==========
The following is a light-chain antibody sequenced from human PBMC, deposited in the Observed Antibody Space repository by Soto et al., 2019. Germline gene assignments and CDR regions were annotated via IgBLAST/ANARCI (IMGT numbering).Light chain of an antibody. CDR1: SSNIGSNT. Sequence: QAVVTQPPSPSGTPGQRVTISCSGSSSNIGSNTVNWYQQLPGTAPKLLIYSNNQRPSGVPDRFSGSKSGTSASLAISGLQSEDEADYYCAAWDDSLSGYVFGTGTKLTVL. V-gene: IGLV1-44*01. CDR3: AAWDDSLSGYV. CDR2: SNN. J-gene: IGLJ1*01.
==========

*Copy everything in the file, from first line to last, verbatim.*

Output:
The following is a light-chain antibody sequenced from human PBMC, deposited in the Observed Antibody Space repository by Soto et al., 2019. Germline gene assignments and CDR regions were annotated via IgBLAST/ANARCI (IMGT numbering).Light chain of an antibody. CDR1: SSNIGSNT. Sequence: QAVVTQPPSPSGTPGQRVTISCSGSSSNIGSNTVNWYQQLPGTAPKLLIYSNNQRPSGVPDRFSGSKSGTSASLAISGLQSEDEADYYCAAWDDSLSGYVFGTGTKLTVL. V-gene: IGLV1-44*01. CDR3: AAWDDSLSGYV. CDR2: SNN. J-gene: IGLJ1*01.